Category: Healthcare Management

Don’t Wake Me Up Again!!!

Check this out. What you will see is not a happy story. It is the tale of an ICU nurse who after decades of fighting the good fight for her patients, just finally had to quit.

The interesting part of the story here is the part of ICU nursing that finally did her in. Sure, critical care carries with it more than its share of heartbreak and death. Comes with the territory.

That’s not what got her. The last straw was working hard to maintain an 86 year-old patient during her last days. Suffering unnecessarily. Because her family couldn’t let her go.

Bottom Line. Interesting juxtaposition. So much of what we see on TV news these days is about “exclusive access to one of the nation’s busiest ICU’s.” Patients on respirators, clinging to life after being cut down prematurely and summarily by the deadly coronavirus. Wham, Bam.  

But here we see a different kind of stressor on ICU personnel. The all too frequently encountered life that has been forced, yes forced, to go on too long. Interesting that is not the pandemic, but the far more routine end of life drama, that did this ICU veteran in!

Practicing Culturally Competent Medicine

In our last post, we talked about two key factors involved in working toward the elimination of racial disparity in healthcare. 

1. Getting an understanding of basic medical differences that characterize minority patients in important ways that need to be taken into consideration in treating them. 

2. Developing efficient systems for delivery of healthcare to underserved minorities.  

Done deal? Nope. Today we need to add another consideration into the mix. “Cultural Competency.” An understanding of social and cultural factors that need to be taken into consideration in working with minority patients. Differences in their social structures. In their values. In their beliefs.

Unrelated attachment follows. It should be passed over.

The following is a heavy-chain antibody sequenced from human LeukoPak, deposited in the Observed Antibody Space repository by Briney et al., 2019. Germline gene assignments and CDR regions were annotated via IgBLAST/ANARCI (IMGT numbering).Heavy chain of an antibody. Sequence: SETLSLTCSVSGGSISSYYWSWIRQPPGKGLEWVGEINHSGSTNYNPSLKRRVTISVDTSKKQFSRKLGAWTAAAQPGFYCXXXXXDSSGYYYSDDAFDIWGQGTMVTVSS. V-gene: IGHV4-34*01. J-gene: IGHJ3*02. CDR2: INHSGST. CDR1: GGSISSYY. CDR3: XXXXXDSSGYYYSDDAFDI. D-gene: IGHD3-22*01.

Check this out. What you will see is a plan for incorporating cultural competency training into medical education. An increasingly prevalent and important trend in medical schools in the U.S.

Bottom Line. SO. We now have three important factors to take into consideration in working toward eliminating racial disparity in healthcare. Understanding, delivery and now cultural competency. Lots of important things to keep in mind. And worth it!!!

Eliminating Racial Disparity in Healthcare

As a member of the Board of Directors of Volunteers in Medicine on Hilton Head Island, I spend a lot of time thinking about how to reduce racial disparity in healthcare. In many ways, it is what VIM is all about. Using volunteer healthcare providers, we are an extremely cost-effective way to get more care to underserved minority populations. All good. Efficient delivery. 

BUT. There is another whole factor in reducing racial healthcare disparity. For lack of a better term, let’s call it “understanding.” Check this out. What you will see is an entire CME program aimed at reducing racial disparity in healthcare by improving practitioner understanding of fundamental differences in the physiology of African American patients vs. their white counterparts. Lots of differences. Fundamental differences. Differences that matter in terms of how these patients should be optimally treated.  

Bottom Line. And a lightbulb goes on. Eliminating racial disparity in healthcare requires a one-two punch. First, understanding. Developing an awareness of metabolic and other differences between white patients and black and brown patients that require differences in therapeutic approach. Second, delivery. Organizing a clinical approach that cost effectively delivers the targeted care to the underserved.  

Understanding. Delivery. Put those two elements together and you can make an important dent in racial disparity in healthcare.  

Let’s do it!

Restraints In The ER

No need for you to pay for access to the full article in the journal to which I am referring you. The synopsis you get for free is all I want you to think about today.  

Check this out. What you will see, even in this synopsis, is thought provoking. We are told that patient “agitation” in the ER is:

-A growing problem

-Typically dealt with by applying restraints and/or hoods, and the use of sedatives